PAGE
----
restricted access A History of Breathing Physiology (review)
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Reviewed by
Donald F. Proctor, ed. A History of Breathing Physiology. Lung Biology in Health and Disease, vol. 83. New York: Marcel Dekker, 1995. xxii + 391 pp. Ill. $150.00.

Editor Donald F. Proctor explains in his preface that this book is a “chronological presentation of the history of breathing physiology” (p. vii). An otolaryngologist and physiologist who has been on the Johns Hopkins faculty for more than half a century, he informs readers that the book “covers in great depth those aspects of the field in which I have a deep and personal interest, rather than completely covering all aspects of the history of physiology of breathing” (p. vii).

Proctor wrote half of the eighteen chapters and asked nine “friends who are authorities in one field or another to write briefly about their own major interests and endeavors” (p. viii). The result is an uneven effort that falls short of the editor’s goal. Proctor’s are the best chapters; he is familiar with both the primary and secondary sources relevant to his topic, and he tries to place the people and events in context. His chapters deal with the “mystery of breathing” from antiquity to the Renaissance, William Harvey and the discovery of the circulation, physics and physiology during the Enlightenment, and John Mayow (a seventeenth-century British physician and scientist whose observations and theories have long been the subject of controversy).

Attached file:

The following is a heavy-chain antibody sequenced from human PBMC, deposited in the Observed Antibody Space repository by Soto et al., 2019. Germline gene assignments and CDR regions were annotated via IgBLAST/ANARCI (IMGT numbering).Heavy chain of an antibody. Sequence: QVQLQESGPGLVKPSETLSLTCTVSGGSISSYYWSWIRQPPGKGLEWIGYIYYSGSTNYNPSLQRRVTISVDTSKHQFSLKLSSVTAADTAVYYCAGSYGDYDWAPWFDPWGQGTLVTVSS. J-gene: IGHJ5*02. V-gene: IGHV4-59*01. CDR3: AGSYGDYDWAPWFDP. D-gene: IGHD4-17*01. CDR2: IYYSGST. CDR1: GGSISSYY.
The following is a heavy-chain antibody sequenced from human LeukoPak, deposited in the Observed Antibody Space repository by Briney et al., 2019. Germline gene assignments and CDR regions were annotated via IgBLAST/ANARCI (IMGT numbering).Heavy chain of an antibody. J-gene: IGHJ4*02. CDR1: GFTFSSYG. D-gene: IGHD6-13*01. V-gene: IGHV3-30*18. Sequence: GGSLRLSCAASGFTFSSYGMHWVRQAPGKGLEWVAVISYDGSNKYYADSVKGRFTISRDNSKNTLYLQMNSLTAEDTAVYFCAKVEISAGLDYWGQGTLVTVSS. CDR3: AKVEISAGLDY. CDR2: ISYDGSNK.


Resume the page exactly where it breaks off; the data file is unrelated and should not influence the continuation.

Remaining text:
Francis Chinard discusses eighteenth-century contributions to the physiology of respiration and provides a useful summary of the work of Joseph Priestley and Antoine-Laurent Lavoisier. Solbert Permutt provides a brief overview of the pulmonary circulation from William Harvey to André Cournand (who shared the Nobel Prize for the development of cardiac catheterization). The nineteenth [End Page 184] century receives scant attention, despite its importance in the development of experimental physiology.

Some chapters are very technical and do not fit comfortably into this historical volume. Two in this category are Mary Ellen Avery’s essay on lung stability and surface-active agents, and David Swift’s discussion of fluid-flow studies related to the physiology of breathing. Swift’s chapter is replete with complex (albeit classical) mathematical formulas that will be unintelligible to most historians and clinicians. Robert Fitzgerald’s chapter on the regulation of breathing includes a brief historical perspective on contributions prior to the twentieth century, but it is devoted primarily to scientific observations since World War II. Like some other chapters, it is more a review of the (relatively) recent literature than a historical essay.

Despite these concerns, this book provides a useful, if somewhat uneven, overview of the history of respiratory physiology. There are several dozen illustrations, and each chapter includes references to the primary literature. There are separate name and subject indexes; unfortunately, some page numbers are incorrect. Part of a series of almost a hundred volumes on lung biology in health and disease, this expensive book will be of interest primarily to scientists and clinicians concerned with respiratory physiology.

W. Bruce Fye
Marshfield Clinic